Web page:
It really does take a village: The role of neighbors in the etiology of nonaggressive rule-breaking behavior

S. Alexandra Burt, Amber L. Pearson, Amanda Rzotkiewicz, Kelly L. Klump, Jenae M. Neiderhiser

Research output: Contribution to journalArticlepeer-review

3 Scopus citations

Abstract

Although there is growing recognition that disadvantaged contexts attenuate genetic influences on youth misbehavior, it is not yet clear how this dampening occurs. The current study made use of a geographic contagion model to isolate specific contexts contributing to this effect, with a focus on nonaggressive rule-breaking behaviors (RB) in the families' neighbors. Our sample included 847 families residing in or near modestly-to-severely disadvantaged neighborhoods who participated in the Michigan State University Twin Registry. Neighborhood sampling techniques were used to recruit neighbors residing within 5km of a given family (the mean number of neighbors assessed per family was 13.09; range, 1-47). Analyses revealed clear evidence of genotype-environment interactions by neighbor RB, such that sibling-level shared environmental influences on child RB increased with increasing neighbor self-reports of their own RB, whereas genetic influences decreased. Moreover, this moderation appeared to be driven by geographic proximity to neighbors. Sensitivity analyses further indicated that this effect was specifically accounted for by higher levels of neighbor joblessness, rather than elements of neighbor RB that would contribute to neighborhood blight or crime. Such findings provocatively suggest that future genotype-environment interactions studies should integrate the dynamic networks of social contagion theory.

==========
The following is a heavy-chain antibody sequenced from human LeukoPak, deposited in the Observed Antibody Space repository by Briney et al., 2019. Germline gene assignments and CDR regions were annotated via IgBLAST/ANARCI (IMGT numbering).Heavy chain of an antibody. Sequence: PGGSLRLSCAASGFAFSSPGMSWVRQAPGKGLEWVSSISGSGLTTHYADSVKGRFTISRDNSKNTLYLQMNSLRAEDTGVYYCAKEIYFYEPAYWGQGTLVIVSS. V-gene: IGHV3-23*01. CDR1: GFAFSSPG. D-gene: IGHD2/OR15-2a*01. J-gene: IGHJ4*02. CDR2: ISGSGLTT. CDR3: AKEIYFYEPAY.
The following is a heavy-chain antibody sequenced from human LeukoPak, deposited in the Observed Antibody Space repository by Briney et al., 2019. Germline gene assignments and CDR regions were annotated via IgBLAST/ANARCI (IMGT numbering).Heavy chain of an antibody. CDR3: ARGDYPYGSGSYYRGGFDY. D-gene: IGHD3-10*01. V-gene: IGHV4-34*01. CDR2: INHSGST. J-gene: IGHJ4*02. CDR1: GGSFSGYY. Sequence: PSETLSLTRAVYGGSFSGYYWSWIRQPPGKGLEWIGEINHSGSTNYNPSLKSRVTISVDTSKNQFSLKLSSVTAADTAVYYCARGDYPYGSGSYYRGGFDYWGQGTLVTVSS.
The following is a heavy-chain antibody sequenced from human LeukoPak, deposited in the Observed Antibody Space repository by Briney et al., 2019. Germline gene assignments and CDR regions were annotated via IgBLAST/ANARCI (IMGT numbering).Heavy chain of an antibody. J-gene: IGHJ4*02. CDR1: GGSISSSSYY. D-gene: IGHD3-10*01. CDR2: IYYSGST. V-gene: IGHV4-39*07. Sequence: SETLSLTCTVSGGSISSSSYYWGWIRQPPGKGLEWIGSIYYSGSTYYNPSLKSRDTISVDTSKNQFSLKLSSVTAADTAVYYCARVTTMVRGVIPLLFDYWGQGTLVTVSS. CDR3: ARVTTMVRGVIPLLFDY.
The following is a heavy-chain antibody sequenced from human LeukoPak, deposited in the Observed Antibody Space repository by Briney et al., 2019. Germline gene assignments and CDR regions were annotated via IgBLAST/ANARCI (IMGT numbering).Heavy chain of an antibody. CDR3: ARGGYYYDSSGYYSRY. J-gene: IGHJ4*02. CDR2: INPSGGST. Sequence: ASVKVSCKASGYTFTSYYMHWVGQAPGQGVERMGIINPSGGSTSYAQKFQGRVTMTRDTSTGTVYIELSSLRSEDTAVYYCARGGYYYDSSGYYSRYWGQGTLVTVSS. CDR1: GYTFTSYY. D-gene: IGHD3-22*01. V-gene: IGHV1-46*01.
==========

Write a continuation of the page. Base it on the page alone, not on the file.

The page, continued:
Original languageEnglish (US)
Pages (from-to)713-725
Number of pages13
JournalDevelopment and Psychopathology
Volume31
Issue number2
DOIs
StatePublished - May 1 2019

All Science Journal Classification (ASJC) codes

  • Developmental and Educational Psychology
  • Psychiatry and Mental health

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